Financial penalties set to kick in for NBA star Irving over vaccine refusal
"Ineligible to play" in the Brooklyn Nets' preseason clash at home to the Milwaukee Bucks on Friday, Irving is about to start seeing the financial cost of his anti-vax stance.
And now, after all the reports, rumours and opinions about Kyrie Irving’s refusal to get the covid-19 vaccine and the New York City laws that prevent him from playing or training with the Nets in Brooklyn, the problems are about to start getting very real. The situation for the Nets, one of the favourites for the NBA championship, is an absolute mess and doesn’t look like being resolved any time soon. The latest reports, indeed, say the franchise is starting to feel hugely pessimistic about the issue and is even considering tough measures such as banishing Irving, one of its three superstars, from the roster altogether, rather than dealing with a situation where he is unavailable at home and available on the road.
Nets say Irving "ineligible to play" in preseason matchup with Bucks
On Friday, the Nets play their second preseason game, their first at their Barclays Center home court. They face the NBA champions, the Milwaukee Bucks, in a matchup that is a repeat of what was a tremendous series in the second round of last season’s playoffs. However, the clash is overshadowed by Irving’s much-publicised absence, for which the official reason given by the Nets is that he is “ineligible to play”. Unless the point guard gets the vaccine - something his team seriously doubts he’s going to do - that will be his status from now on in every home game. We’ll have to get used to that phrase, ineligible to play, one which had not previously been a regularly feature of NBA teams’ communications, but which is what the Nets have chosen as they cannot legally give out information about whether or not Irving’s unavailability is due to his vaccination status.
Irving practised with the team during its camp in San Diego, but has been on the sidelines since the Nets returned to Brooklyn. And, until further notice, that’s how things will remain. In New York City, the regulations governing the pandemic are strict: you can’t access closed public venues or participate in indoor events if you aren’t vaccinated. You need to have had at least one dose. That means any players with the Nets or the New York Knicks who haven’t received the vaccine cannot take part in any of their team’s home matches - friendlies, 41 regular-season games, potential playoff clashes - or training sessions.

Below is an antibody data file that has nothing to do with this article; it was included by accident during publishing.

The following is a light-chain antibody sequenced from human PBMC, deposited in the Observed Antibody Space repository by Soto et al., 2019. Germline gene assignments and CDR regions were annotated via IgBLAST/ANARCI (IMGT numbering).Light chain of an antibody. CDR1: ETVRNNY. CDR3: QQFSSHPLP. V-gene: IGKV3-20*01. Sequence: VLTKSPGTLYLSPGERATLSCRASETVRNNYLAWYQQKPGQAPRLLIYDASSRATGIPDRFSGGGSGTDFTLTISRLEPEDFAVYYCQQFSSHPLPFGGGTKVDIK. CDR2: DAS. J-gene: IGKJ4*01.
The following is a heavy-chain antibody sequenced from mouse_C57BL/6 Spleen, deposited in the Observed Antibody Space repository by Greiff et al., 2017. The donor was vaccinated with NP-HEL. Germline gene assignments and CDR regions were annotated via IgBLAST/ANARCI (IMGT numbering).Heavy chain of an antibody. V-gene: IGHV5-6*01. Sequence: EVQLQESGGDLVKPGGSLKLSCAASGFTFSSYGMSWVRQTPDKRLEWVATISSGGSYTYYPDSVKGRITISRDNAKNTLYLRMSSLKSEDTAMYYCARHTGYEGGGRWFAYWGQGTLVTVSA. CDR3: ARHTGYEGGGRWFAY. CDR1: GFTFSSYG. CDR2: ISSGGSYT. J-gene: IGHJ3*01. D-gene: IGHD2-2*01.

Unlike the policy it implemented for other staff in the NBA universe, the league opted against making it mandatory for players to be vaccinated, but warned them that they faced being docked pay for games they miss as a result of local rules on vaccination. The Nets, who are training without Irving, have two friendlies left at home, on Friday and in a week’s time, before kicking off their regular season with two road games. Their opening fixture at Barclays Center is on 24 October. And a test of Irving’s resolve will arrive right away: in the second week of the regular season, the Nets begin a run of six home games in a row. In November and December, 20 of Brooklyn’s 26 games will be at Barclays Center.
Brooklyn absences could cost Irving over $15m in NBA regular season
For Irving, the financial consequences could be huge. The 29-year-old’s contract for this season is worth just over $35 million. He has a player option for $36.6m in 2022/23, and the Nets were keen to negotiate an extension - thought to be for $187m over four years - to ensure his future. That new deal will obviously now be on hold, and for every game he misses in Brooklyn, Irving will forfeit $381,181 in pay, per the journalist Bobby Marks. This would lead to the player losing $782,000 in the remainder of preseason and $15.6m if he doesn’t feature in any of the Nets’ home games in the regular season. On top of that, he’d miss out on another $762,000 in the Nets’ two visits to Madison Square Garden to face the Knicks, and, Marks reveals, $413,000 in bonus payments. And these figures don’t take into account the playoffs.
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